A weekend with wild animals

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Road trips are always fun adventures, but one in Namibia with our wonderful host family and the UW-Stevens Point School of Education team was an absolute blast. From jamming out to our Namibia playlist to listening to Adam tell stories over the audio system, the laughs and memories made on the trek to Etosha were endless.

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We then arrived at the beautiful Mondjila Safari Camp in Etosha South and spent the rest of our day relaxing by the pool and exploring the camp. Trees covered the landscape along with many different animals such as springbok and kudu. At Mondjila they grow their own crops and only import locally, so all of our meals were very fresh and delicious. In the states I was timid to eat different types of animals such as duck, but here trying different types of game has truly broadened my horizons.

In the afternoon a man came with two oversized water bottles filled with warm milk, and we were able to feed the young springbok that lived at the camp. They were nine months old and have been trained to return back each night! From watching the amazing African sunset from sitting around the bonfire listening to stories from George our friend that works at Mondjila to hearing the animals, we had a peaceful evening and went to bed early to prepare for the safari in the morning.

Katiewild20150621eAfter driving about 30 km, we made it to Etosha National Park. This national park was covered by completely flat, dry areas of land but many animals roamed the areas. In our first few minutes driving through the park we saw many safari vehicles pulled over and soon realized they were stopped to look at the largest lion I had ever seen. I have seen lions at the zoo of course, but having one a few feet away with a vehicle’s wall in between was an entirely new experience. Once we took our photos and the lion walked into the brush, female lions were spotted in the distance.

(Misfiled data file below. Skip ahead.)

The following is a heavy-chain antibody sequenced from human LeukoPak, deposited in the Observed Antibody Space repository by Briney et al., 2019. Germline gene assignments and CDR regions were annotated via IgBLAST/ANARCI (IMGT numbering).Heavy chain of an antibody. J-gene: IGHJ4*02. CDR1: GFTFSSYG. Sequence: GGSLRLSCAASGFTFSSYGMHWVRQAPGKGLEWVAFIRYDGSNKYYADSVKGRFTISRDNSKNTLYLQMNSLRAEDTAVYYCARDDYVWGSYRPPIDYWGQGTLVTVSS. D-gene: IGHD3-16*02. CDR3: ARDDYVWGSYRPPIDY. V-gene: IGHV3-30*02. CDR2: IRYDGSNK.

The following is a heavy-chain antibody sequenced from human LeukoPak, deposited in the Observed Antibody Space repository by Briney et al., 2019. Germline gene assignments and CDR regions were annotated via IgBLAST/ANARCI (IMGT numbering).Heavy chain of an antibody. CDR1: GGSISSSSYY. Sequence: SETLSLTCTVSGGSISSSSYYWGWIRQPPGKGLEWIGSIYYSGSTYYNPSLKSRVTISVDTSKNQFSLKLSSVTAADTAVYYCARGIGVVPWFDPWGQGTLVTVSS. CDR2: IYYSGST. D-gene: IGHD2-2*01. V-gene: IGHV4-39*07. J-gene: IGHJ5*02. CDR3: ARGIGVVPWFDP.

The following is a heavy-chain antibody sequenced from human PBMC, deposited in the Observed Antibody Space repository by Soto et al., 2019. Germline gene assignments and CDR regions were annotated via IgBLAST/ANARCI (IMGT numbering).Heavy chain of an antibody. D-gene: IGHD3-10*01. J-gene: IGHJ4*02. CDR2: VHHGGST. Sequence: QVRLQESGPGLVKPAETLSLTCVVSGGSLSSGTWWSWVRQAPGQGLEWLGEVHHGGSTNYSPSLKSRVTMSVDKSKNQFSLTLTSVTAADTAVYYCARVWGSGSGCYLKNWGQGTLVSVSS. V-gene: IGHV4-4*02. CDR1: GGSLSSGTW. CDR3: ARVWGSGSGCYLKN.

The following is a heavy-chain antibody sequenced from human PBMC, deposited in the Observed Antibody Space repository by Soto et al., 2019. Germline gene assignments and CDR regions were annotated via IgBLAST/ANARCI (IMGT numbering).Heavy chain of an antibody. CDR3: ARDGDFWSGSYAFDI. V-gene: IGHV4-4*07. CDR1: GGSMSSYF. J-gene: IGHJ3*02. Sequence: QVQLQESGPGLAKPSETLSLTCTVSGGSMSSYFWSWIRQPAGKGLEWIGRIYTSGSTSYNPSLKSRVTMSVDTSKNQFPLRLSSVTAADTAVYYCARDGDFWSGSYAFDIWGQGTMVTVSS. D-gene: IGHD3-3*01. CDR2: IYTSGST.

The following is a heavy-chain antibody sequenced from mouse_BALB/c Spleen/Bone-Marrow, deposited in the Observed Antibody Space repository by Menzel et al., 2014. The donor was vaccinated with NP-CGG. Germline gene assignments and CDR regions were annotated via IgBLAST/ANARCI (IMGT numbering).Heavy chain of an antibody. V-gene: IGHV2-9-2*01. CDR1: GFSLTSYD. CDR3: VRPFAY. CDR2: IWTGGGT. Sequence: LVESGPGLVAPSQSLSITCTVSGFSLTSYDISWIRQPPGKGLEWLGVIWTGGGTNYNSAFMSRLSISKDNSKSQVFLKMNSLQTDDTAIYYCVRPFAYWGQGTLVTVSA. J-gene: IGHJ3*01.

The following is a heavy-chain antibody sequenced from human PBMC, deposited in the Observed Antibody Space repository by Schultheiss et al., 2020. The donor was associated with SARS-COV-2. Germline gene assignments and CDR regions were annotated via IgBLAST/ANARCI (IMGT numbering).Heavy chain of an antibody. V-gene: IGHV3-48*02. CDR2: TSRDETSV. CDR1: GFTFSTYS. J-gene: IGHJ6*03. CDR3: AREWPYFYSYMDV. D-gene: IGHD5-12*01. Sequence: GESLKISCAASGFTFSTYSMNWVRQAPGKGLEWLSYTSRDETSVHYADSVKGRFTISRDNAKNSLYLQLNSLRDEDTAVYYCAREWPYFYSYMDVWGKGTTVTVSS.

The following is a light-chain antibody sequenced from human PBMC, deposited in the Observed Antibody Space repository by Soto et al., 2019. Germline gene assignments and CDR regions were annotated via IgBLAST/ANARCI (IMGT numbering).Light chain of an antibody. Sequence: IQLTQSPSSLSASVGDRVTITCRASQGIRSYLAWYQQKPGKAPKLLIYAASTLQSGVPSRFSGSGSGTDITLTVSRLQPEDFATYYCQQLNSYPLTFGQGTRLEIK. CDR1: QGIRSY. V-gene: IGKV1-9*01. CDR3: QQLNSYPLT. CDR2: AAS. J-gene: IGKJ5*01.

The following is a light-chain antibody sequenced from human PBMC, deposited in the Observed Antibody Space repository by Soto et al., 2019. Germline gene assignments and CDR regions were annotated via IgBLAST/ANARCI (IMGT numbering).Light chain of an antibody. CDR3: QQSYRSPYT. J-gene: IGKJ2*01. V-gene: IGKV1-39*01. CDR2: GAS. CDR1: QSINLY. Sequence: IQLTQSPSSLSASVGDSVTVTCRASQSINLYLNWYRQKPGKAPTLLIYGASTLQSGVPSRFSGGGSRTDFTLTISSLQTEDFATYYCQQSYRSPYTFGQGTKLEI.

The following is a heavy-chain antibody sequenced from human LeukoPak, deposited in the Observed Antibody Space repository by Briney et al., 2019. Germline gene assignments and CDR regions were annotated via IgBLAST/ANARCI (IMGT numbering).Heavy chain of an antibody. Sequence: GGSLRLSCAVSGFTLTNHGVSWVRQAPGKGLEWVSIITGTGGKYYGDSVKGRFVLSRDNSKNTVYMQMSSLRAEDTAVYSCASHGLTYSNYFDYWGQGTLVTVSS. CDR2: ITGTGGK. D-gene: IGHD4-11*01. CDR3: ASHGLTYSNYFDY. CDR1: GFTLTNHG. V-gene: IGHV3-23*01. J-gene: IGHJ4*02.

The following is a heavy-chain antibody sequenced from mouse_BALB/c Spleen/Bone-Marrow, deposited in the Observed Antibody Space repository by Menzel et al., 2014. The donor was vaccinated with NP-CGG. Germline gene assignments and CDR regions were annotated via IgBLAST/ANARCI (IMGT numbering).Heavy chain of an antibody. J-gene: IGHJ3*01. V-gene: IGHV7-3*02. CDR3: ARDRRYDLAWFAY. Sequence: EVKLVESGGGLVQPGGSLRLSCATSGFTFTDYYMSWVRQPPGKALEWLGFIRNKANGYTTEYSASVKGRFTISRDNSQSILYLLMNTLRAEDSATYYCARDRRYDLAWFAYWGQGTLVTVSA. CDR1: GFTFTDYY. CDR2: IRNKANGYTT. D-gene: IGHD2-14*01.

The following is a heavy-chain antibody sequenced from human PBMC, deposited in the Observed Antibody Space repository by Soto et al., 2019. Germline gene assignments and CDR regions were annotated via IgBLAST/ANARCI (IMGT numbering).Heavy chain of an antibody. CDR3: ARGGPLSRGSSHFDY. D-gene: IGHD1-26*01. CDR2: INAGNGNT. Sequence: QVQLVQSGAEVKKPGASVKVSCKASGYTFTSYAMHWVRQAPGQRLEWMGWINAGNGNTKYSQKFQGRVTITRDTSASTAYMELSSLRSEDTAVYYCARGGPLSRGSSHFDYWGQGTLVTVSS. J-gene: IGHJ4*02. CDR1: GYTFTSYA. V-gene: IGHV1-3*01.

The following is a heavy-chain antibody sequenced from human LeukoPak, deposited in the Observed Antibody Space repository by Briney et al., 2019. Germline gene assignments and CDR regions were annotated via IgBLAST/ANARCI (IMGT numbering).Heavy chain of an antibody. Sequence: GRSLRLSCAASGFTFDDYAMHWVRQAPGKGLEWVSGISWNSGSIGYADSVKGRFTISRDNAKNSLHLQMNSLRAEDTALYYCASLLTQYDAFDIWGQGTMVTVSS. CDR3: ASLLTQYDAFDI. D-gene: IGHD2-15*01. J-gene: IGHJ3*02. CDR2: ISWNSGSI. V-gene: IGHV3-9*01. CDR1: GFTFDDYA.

Springbok, kudu, oryx, jackals, impala, hartebeest, and ostriches were found in many areas during the ride. While stopping at the first watering hole giraffes were spotted in the distance so we waited a bit for the giraffes to come our way. The giraffes spread their front legs to get low enough to drink water. I had never seen so many giraffes in one place before and we watched them for a bit before moving onto our next destination.


Zebras were also seen in a few different locations on the safari. After seeing all of those beautiful animals we eagerly anticipated seeing some elephants! Before lunch we stopped at a watering hole but no elephants were in sight. Soon after lunch though, we were in luck and found a bunch of elephants and a few young elephants cooling off in mud. The animals walked in a straight line and we were all very excited to see such a wonderful, natural scene. Many joked because we felt like photographers from National Geographic. We made one last stop at a watering hole on the way out of the park and saw two more elephants that were so close that we did not even have to use the zoom on our cameras. The two male elephants greeted one another by interlocking their trunks.


Katiewild20150621bThe sun was nearly setting and this was a close to perfect way to exit the park and head back to Mondjila, because if you exit the park after sunset you are locked in the park for the night! At Mondjila we had another delicious meal, sat by the fire, and roasted marshmallows. Some of us even decided to take a late night swim! After a fantastic night under the beautiful stars we found ourselves getting packed up and heading back to Windhoek to start our last week of teaching at NISE.

Katie Morici


Katie Morici, an elementary education and special education major, is blogging about her study abroad experience in Namibia, Africa.